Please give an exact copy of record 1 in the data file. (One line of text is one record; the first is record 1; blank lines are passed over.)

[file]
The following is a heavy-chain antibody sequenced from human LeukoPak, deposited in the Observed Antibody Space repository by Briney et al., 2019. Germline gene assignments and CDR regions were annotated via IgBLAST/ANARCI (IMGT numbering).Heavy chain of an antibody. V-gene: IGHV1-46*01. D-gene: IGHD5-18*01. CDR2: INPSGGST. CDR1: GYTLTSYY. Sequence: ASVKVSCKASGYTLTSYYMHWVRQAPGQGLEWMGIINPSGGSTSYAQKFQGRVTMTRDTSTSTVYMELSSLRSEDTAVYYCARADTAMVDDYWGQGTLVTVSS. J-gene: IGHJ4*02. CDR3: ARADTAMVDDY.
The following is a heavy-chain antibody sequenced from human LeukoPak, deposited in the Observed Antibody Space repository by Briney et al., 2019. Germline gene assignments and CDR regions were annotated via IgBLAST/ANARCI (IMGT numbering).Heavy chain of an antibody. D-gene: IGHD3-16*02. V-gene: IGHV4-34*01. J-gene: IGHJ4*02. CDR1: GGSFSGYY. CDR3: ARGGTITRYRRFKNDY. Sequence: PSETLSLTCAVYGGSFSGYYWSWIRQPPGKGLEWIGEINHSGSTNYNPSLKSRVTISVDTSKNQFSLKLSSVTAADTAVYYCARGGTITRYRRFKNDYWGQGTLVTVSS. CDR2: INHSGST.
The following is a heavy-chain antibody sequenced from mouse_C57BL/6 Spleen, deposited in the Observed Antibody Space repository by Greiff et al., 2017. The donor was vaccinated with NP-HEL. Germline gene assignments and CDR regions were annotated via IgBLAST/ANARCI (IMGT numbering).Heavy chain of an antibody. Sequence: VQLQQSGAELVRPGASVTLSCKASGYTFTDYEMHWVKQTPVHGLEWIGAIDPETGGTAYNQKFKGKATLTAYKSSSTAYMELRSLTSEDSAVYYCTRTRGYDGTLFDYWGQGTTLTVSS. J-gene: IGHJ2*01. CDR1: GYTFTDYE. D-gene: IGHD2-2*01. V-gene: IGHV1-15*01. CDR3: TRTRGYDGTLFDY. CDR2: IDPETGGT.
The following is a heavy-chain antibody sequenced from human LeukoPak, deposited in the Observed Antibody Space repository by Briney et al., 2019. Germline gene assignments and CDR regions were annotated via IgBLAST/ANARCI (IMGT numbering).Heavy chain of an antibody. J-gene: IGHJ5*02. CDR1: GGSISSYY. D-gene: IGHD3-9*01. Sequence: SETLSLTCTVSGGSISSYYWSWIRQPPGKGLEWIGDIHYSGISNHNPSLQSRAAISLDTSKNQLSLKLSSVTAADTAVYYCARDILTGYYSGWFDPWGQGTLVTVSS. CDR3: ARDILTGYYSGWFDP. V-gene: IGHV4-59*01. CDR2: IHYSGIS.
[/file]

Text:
The following is a heavy-chain antibody sequenced from human LeukoPak, deposited in the Observed Antibody Space repository by Briney et al., 2019. Germline gene assignments and CDR regions were annotated via IgBLAST/ANARCI (IMGT numbering).Heavy chain of an antibody. V-gene: IGHV1-46*01. D-gene: IGHD5-18*01. CDR2: INPSGGST. CDR1: GYTLTSYY. Sequence: ASVKVSCKASGYTLTSYYMHWVRQAPGQGLEWMGIINPSGGSTSYAQKFQGRVTMTRDTSTSTVYMELSSLRSEDTAVYYCARADTAMVDDYWGQGTLVTVSS. J-gene: IGHJ4*02. CDR3: ARADTAMVDDY.